Here in Sonoma County, we are fortunate to live under what the late Bill Kortum liked to call the Voter’s Green Mandate – an impressive array of environmental initiatives that originated either directly or indirectly from the ballot box. I moved to this beautiful county in 1984, and since then, the voters and their elected representatives have put in place:
And a lot more.
All of these programs, directly or indirectly, have the effect of reducing the county’s carbon footprint. In fact, reducing greenhouse gas emissions is practically an article of faith with the county’s political class. Not only have virtually every Supervisor and City Councilperson endorsed the county’s Climate Action Plan, many have pointed with pride to the steps their communities have taken to implement it.
Sounds like this county of 500,000 people is doing its part to think globally and act locally with regard to climate change, doesn’t it? So what’s the problem?
Look Out, Coming Through!
The problem is, further improvements are going to be a lot more difficult than the improvements made so far. For example, the County’s Billion dollar wine industry, its most important economic sector, and a major source of campaign funds for many local elected officials hasn’t had to make much in the way of sacrifices so far towards the county’s goal for GHG reduction.
There are several major changes the wine industry as a whole could make to reduce its carbon footprint. For example, wine tourism is a big business in the area. It involves a great deal of riding around in cars while visiting wineries, which may be spread out over miles. If the county were to require that all wineries were to be closed one day a week, the resultant auto emissions could be significantly reduced. (Not to mention the increase in peace and quiet for those who live in agricultural areas.) Such a requirement would be very difficult to implement politically.
Another example is events (weddings, fundraisers and the like). If the county were to restrict them to venues close to populated areas, it would eliminate a significant amount of auto emissions. Such a requirement would also be very difficult to implement politically.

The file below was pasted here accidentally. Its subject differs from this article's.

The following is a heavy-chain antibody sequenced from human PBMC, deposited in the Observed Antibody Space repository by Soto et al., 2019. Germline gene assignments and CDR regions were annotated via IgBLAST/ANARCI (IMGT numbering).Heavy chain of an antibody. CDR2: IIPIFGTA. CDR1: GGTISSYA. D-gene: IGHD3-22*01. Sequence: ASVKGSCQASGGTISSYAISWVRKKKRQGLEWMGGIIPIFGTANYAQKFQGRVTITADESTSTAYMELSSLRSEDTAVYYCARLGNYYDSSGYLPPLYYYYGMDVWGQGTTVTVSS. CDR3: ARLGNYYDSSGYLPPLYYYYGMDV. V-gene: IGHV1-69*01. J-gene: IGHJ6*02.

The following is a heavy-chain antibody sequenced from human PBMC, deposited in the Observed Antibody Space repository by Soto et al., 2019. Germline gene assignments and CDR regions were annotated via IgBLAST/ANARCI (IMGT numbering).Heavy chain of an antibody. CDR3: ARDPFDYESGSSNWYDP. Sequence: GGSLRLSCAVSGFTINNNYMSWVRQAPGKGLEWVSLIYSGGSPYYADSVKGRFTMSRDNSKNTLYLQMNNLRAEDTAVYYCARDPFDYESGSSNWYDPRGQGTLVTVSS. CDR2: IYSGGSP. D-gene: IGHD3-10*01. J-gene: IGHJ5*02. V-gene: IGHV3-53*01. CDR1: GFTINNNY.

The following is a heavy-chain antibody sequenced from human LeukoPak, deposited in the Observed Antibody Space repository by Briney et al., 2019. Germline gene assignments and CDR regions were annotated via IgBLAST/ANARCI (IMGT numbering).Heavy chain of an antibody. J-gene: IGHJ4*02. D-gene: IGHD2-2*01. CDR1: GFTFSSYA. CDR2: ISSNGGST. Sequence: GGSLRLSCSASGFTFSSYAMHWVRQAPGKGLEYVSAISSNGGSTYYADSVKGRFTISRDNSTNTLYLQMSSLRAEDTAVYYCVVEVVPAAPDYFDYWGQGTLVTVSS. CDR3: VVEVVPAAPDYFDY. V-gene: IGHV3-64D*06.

At the same time that it is going to be necessary to start making politically difficult policy decisions about the wine industry in order to respond to climate change, climate change itself is going to start having a dramatic effect on the grape harvest. Prime growing areas are going to start moving eastward as the climate shifts, and the quality of the grapes produced in the west and central portions of the county will suffer.
Most policy decisions that will be required to deal with issues like these will rest with the Board of Supervisors, three of whom were the candidates of the Sonoma County Farm Bureau. I mention not to disparage those members, but simply to further emphasize the political difficulty of the choices that lie ahead. What we need in order to deal with them in an appropriate manner is a sophisticated knowledge of the issues coupled with a deep sense of environmental values.
Shed a Little Light
The average voter will never be able to properly judge whether or not a candidate has the right stuff to make the hard choices in a politically sensitive way that brings others along. In the County, most candidates are likely to be saying the right things. This is why environmental organizations need to get involved in local politics, and it is also why those of us who communicate with the public need to spread the word about the significance of environmental endorsements.
This county has been a leader of Climate Change issues for thirty years, if we are going to continue to lead, we’re going to have to continue to elect the right people.